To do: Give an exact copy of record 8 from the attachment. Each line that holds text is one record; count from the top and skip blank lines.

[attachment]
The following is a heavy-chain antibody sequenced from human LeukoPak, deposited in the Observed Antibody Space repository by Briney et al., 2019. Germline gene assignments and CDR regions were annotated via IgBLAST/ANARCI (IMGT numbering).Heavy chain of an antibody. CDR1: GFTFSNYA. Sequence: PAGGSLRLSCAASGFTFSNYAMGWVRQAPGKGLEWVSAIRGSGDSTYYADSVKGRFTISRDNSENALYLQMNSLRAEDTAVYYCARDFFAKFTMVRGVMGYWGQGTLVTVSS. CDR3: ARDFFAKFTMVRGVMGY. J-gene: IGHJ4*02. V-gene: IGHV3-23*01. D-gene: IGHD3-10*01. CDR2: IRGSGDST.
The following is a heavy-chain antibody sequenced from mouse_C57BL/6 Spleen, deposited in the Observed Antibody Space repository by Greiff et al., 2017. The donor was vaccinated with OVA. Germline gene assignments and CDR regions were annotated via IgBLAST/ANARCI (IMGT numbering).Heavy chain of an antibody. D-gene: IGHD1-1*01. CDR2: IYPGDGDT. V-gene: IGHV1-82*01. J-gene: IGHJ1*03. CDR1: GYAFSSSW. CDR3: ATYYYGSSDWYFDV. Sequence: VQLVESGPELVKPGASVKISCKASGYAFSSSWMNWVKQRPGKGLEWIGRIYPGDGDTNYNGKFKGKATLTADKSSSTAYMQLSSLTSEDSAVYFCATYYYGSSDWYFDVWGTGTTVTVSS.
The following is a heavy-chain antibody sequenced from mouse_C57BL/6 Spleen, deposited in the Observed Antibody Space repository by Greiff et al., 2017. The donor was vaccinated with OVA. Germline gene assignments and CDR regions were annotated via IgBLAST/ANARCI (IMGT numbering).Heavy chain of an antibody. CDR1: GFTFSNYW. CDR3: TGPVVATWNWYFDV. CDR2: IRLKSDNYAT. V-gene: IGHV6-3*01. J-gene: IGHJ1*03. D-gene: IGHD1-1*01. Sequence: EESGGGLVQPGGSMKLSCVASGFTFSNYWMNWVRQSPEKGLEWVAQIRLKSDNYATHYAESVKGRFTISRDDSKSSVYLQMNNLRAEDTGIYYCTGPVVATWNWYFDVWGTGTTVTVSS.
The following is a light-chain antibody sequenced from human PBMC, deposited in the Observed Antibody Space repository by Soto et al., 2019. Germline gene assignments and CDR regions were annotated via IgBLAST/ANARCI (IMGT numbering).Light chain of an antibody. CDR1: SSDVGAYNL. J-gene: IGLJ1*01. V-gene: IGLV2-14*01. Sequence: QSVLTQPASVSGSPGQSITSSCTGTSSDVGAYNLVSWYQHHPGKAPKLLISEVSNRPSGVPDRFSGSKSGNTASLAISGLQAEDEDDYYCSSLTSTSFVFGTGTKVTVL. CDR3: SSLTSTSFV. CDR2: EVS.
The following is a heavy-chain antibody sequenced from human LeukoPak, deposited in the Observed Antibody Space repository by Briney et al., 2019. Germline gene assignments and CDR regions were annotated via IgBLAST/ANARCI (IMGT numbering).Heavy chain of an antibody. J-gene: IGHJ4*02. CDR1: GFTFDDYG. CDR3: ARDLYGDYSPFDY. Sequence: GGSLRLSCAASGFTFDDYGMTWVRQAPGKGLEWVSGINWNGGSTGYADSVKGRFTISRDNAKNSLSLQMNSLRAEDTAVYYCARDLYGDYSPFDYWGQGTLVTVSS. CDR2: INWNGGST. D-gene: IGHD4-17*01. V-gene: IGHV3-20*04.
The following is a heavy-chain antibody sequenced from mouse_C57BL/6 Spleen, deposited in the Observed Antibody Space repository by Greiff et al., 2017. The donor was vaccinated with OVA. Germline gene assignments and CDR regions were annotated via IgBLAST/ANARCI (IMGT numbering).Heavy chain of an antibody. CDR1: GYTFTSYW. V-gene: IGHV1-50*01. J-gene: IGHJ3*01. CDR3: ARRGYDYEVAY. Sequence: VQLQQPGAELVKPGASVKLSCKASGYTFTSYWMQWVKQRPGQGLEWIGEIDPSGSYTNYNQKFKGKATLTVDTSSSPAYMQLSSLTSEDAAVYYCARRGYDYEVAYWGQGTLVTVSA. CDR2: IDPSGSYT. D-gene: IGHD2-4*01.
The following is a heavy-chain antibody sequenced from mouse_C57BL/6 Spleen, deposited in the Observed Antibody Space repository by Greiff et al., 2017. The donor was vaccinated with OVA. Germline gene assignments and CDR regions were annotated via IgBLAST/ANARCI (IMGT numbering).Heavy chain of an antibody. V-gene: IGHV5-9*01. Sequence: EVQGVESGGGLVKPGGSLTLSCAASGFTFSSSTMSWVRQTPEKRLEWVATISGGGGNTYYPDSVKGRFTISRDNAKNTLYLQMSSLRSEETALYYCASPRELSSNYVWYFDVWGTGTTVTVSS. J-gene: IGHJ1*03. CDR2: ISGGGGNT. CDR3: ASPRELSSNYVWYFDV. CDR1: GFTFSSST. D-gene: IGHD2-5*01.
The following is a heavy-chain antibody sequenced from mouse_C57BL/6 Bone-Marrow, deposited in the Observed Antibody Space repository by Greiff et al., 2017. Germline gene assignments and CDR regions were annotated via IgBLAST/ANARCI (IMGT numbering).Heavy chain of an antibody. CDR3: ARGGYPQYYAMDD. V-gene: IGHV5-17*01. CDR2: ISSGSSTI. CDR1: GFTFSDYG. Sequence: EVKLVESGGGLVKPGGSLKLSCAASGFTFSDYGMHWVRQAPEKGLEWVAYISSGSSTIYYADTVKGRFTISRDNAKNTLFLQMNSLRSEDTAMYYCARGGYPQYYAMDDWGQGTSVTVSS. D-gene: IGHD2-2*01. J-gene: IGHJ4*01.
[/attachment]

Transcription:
The following is a heavy-chain antibody sequenced from mouse_C57BL/6 Bone-Marrow, deposited in the Observed Antibody Space repository by Greiff et al., 2017. Germline gene assignments and CDR regions were annotated via IgBLAST/ANARCI (IMGT numbering).Heavy chain of an antibody. CDR3: ARGGYPQYYAMDD. V-gene: IGHV5-17*01. CDR2: ISSGSSTI. CDR1: GFTFSDYG. Sequence: EVKLVESGGGLVKPGGSLKLSCAASGFTFSDYGMHWVRQAPEKGLEWVAYISSGSSTIYYADTVKGRFTISRDNAKNTLFLQMNSLRSEDTAMYYCARGGYPQYYAMDDWGQGTSVTVSS. D-gene: IGHD2-2*01. J-gene: IGHJ4*01.